Photographies of Conflict

A series of exhibitions with artists and collectives who use photography to contest dominant visual narratives of conflicts


Fields of Knowledge
  • Aesthetics / Media
  • Public culture
  • Social Justice

Organizing Institutions



Eduardo Cadava, Aaron Levy


Keyla Cavdar


Andy Warhol Foundation for the Visual Arts, Sachs Program for Arts Innovation at Penn

Opens to public



4017 Walnut Street
Philadelphia, PA 19104

Slought is pleased to announce Photographies of Conflict, a two-year exhibition cycle that brings together artists and artist collectives who use photography to contest dominant visual narratives of conflicts, beginning Fall 2018.

Though most of these exhibitions have a clear geographic focus, Photographies of Conflict will position them in a way that views "struggle" as less tied to a specific site or issue, and more responsive to contemporary discourses on art, resistance and memorialization. With these different iterations, our goal is to posit photography and photojournalism as a means of engaging, recording, and perhaps helping us imagine how we might overcome conflict, or at least understand it better. We will trace the way in which these projects offer a means of imagining where bodies and minds at risk might feel emboldened to assert their place in the public sphere, and a means of exploring the central role that photographic media play in our understanding of the world in general. In particular, and in relation to each of these different exhibitions, Photographies of Conflict seeks to make evident the refractive lens through which we see conflict, skewed as it always is by historical contingencies, race, class, and gender.

Photographies of Conflict is generously supported by The Andy Warhol Foundation for the Visual Arts and The Sachs Program for Arts Innovation at the University of Pennsylvania. The series is collaboratively organized by Eduardo Cadava and Aaron Levy together with the participating artists and artist collectives.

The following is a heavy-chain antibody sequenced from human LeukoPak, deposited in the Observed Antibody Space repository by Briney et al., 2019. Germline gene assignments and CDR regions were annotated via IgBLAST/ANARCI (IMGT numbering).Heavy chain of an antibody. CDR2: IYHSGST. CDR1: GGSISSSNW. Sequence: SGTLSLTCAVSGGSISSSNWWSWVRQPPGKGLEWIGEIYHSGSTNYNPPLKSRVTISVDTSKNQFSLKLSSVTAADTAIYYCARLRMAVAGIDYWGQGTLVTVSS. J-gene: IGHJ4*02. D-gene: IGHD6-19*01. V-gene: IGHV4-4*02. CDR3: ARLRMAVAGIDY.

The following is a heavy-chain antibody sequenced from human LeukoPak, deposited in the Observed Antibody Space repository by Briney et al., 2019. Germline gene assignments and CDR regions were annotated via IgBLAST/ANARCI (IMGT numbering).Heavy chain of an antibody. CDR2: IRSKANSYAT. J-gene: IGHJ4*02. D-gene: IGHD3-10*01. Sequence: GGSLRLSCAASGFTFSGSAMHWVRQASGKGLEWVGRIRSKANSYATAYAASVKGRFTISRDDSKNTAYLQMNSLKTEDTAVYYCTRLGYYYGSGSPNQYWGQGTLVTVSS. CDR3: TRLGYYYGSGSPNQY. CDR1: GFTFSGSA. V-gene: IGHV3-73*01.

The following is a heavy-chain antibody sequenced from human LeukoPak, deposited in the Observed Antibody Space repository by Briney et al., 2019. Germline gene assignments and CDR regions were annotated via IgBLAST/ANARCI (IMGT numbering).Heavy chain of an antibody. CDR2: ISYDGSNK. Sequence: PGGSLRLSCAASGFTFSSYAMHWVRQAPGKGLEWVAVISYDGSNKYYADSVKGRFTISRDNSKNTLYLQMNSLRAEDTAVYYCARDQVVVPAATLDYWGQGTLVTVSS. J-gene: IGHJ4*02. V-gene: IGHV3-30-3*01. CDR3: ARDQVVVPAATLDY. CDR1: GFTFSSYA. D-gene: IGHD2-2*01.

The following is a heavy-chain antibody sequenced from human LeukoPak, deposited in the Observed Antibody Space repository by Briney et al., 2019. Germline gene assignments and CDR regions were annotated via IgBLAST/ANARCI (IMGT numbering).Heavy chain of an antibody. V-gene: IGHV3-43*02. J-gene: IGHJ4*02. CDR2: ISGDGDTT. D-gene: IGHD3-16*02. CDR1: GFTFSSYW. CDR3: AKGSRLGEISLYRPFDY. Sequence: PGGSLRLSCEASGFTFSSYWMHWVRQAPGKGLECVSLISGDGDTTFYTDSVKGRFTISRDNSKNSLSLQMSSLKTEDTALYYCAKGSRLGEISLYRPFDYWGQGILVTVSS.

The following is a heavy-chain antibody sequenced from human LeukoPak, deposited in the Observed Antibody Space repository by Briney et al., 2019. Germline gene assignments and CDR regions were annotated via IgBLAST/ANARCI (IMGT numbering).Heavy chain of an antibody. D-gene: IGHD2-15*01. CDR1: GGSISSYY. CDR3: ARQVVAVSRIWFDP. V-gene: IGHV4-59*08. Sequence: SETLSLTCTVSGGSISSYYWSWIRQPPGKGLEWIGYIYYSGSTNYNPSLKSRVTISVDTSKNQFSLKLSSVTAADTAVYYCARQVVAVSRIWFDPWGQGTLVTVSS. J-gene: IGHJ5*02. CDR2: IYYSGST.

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The series will open in September with Collaboration: A Potential History of Photography, an experimental exhibition by photographer Susan Meiselas and collaborators Ariella Azoulay, Wendy Eward, Leigh Raiford, and Laura Wexler. The project will engage issues of collaboration within the history of photography, and the role of photography within the documentation of conflict.

The practice of archivization and preservation and the history of collective documentary work will be taken up in exhibitions to follow. Photography in Crisis: Depression Era, 2011-2019 features the work of Depression Era, an interdisciplinary collective that records and intervenes in social transformations in Greece in the aftermath of the 2007-2008 financial crisis. This work will be presented alongside Allan Sekula's "Waiting for the Tear Gas" (1999), a project which documents the Seattle protests against the World Trade Organization and also addresses the devastating consequences of global capital in deepening humanitarian crises around the globe.

Next, we will present The Image-Event: A Joint Struggle, a collaboration that explores the works and archives of photography collectives such as Activestills. Activestills is a group of photographers engaging struggles against oppression, racism, and discrimination in the Israel/Palestine region and beyond.

The series concludes with Exposure, a solo exhibition by Fazal Sheikh documenting Bears Ears National Monument, and the issues of public land exploitation in Utah and indigenous autonomy. Presented in partnership with Princeton University, Sheikh's work documents Utah's long and troubled history of using public lands for uranium and coal mining, the drilling for oil and gas, and the destruction of desert ecosystems by off-road vehicles. The project aims to show what the future of protected lands such as Bears Ears could be if Donald J. Trump lifts its monument status.

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